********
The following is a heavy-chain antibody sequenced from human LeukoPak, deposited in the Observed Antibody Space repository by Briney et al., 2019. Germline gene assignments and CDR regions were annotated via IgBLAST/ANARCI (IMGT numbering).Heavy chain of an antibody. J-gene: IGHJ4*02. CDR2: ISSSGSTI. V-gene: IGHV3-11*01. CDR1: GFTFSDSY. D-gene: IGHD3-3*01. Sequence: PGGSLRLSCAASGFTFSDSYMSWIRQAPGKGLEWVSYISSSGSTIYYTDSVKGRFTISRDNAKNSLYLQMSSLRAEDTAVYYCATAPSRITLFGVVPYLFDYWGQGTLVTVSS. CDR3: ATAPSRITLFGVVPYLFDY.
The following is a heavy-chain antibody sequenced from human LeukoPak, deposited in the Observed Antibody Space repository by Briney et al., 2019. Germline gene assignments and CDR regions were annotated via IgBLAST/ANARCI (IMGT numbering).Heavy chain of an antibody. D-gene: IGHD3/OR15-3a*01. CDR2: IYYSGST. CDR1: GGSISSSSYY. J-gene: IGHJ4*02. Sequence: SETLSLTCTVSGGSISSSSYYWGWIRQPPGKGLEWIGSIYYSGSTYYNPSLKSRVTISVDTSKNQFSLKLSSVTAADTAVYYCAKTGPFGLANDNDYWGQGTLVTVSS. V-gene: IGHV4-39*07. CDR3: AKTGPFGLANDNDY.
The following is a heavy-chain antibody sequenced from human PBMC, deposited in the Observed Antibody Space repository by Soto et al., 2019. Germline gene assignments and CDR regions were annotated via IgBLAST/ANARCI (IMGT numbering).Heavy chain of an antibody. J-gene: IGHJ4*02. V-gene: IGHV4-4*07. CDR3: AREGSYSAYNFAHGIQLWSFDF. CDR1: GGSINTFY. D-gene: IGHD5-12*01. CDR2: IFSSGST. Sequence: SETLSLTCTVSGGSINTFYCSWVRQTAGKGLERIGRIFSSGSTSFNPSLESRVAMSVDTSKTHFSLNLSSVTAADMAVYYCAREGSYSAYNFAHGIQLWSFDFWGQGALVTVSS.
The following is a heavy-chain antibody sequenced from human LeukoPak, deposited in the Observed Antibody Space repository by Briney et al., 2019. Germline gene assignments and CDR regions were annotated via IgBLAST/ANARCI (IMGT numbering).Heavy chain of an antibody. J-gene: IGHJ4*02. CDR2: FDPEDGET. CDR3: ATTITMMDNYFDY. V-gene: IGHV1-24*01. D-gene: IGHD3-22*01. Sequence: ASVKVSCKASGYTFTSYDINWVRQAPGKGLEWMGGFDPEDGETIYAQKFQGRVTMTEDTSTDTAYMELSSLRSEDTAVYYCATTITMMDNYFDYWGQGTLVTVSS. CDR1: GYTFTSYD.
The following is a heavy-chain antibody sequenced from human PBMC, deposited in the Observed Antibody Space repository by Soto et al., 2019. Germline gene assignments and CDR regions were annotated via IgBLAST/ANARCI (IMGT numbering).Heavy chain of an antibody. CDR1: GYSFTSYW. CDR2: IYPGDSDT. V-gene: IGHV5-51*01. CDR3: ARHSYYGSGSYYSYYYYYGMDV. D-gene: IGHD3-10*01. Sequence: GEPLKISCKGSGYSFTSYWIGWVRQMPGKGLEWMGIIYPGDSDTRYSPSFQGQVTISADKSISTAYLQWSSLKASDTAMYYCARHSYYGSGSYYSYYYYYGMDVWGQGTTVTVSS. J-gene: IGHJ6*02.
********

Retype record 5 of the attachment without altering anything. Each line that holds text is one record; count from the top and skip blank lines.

The following is a heavy-chain antibody sequenced from human PBMC, deposited in the Observed Antibody Space repository by Soto et al., 2019. Germline gene assignments and CDR regions were annotated via IgBLAST/ANARCI (IMGT numbering).Heavy chain of an antibody. CDR1: GYSFTSYW. CDR2: IYPGDSDT. V-gene: IGHV5-51*01. CDR3: ARHSYYGSGSYYSYYYYYGMDV. D-gene: IGHD3-10*01. Sequence: GEPLKISCKGSGYSFTSYWIGWVRQMPGKGLEWMGIIYPGDSDTRYSPSFQGQVTISADKSISTAYLQWSSLKASDTAMYYCARHSYYGSGSYYSYYYYYGMDVWGQGTTVTVSS. J-gene: IGHJ6*02.